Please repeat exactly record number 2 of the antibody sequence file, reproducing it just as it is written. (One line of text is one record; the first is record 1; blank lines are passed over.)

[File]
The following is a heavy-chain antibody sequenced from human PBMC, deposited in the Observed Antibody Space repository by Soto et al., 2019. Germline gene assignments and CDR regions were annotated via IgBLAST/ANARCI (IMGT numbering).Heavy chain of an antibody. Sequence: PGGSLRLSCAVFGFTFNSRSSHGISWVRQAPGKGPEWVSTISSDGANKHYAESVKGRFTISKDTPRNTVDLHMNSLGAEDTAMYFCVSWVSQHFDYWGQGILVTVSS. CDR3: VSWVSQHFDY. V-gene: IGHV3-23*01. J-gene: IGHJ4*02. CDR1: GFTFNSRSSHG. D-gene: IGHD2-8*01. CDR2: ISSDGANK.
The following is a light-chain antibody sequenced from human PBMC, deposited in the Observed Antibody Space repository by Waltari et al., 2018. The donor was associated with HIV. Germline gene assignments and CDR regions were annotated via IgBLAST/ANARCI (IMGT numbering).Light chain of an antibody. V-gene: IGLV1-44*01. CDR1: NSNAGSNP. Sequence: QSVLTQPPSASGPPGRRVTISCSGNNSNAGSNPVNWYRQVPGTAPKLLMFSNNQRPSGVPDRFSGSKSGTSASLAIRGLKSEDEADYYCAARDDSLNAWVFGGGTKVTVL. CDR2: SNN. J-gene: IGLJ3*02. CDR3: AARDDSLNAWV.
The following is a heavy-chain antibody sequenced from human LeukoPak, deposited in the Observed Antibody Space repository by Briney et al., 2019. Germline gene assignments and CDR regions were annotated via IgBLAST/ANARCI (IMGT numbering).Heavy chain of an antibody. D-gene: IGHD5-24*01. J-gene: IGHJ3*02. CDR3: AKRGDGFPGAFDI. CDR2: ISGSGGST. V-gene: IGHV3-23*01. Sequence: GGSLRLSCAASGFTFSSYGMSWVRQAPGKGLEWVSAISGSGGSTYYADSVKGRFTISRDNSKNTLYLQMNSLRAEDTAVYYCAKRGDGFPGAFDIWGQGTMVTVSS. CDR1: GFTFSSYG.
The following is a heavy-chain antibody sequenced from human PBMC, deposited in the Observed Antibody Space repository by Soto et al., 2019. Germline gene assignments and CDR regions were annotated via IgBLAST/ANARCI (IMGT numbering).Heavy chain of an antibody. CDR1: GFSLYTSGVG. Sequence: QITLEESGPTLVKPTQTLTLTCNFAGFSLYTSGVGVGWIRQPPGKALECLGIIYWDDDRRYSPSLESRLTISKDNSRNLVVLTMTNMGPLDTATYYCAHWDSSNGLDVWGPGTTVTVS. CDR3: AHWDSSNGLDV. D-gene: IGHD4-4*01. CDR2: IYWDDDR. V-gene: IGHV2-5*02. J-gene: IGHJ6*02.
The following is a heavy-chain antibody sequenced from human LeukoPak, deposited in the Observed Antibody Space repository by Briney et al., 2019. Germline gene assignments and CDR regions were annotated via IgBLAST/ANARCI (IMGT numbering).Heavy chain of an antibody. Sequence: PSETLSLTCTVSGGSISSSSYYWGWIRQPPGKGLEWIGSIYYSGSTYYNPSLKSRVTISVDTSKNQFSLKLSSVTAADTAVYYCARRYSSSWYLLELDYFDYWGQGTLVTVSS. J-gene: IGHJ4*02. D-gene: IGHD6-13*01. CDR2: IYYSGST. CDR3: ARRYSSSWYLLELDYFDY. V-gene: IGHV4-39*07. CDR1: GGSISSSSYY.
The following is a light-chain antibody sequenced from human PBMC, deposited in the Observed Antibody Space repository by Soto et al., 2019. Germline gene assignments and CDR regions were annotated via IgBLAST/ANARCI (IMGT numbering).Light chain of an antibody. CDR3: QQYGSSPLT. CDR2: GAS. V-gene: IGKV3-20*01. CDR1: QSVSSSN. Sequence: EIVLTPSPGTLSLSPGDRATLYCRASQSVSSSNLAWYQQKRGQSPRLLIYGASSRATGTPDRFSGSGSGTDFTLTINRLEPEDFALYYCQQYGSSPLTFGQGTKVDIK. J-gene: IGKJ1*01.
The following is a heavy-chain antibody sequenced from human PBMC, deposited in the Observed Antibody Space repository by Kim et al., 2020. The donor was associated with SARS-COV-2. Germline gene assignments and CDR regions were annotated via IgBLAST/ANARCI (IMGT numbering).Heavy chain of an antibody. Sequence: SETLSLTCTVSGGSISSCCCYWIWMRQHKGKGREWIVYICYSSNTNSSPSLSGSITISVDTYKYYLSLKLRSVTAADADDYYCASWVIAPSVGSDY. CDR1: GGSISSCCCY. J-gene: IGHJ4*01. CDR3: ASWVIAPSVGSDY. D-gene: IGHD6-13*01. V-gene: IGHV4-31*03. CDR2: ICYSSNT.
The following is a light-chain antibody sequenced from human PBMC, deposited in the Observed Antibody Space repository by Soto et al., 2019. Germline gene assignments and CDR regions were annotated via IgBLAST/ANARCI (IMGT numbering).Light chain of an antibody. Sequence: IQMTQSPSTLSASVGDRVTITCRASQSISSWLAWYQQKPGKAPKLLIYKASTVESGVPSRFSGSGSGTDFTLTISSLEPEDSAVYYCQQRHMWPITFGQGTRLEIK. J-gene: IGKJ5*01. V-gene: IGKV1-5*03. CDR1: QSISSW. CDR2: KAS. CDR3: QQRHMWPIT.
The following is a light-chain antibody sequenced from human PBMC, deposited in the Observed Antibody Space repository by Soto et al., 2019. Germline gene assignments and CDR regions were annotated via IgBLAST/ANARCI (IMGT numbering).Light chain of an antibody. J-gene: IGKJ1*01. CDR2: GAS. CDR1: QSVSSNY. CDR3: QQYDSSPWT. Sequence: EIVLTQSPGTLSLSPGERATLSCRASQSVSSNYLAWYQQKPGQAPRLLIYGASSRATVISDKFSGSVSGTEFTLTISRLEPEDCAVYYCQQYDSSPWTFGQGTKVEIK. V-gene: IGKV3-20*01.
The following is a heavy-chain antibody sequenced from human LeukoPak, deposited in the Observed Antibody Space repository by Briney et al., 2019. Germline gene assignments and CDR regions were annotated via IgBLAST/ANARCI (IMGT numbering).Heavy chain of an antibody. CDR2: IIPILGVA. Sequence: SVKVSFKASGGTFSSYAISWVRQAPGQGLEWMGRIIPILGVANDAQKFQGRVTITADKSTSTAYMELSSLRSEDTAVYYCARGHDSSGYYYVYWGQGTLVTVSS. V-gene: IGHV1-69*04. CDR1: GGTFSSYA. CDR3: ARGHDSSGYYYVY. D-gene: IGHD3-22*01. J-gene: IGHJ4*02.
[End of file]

The following is a light-chain antibody sequenced from human PBMC, deposited in the Observed Antibody Space repository by Waltari et al., 2018. The donor was associated with HIV. Germline gene assignments and CDR regions were annotated via IgBLAST/ANARCI (IMGT numbering).Light chain of an antibody. V-gene: IGLV1-44*01. CDR1: NSNAGSNP. Sequence: QSVLTQPPSASGPPGRRVTISCSGNNSNAGSNPVNWYRQVPGTAPKLLMFSNNQRPSGVPDRFSGSKSGTSASLAIRGLKSEDEADYYCAARDDSLNAWVFGGGTKVTVL. CDR2: SNN. J-gene: IGLJ3*02. CDR3: AARDDSLNAWV.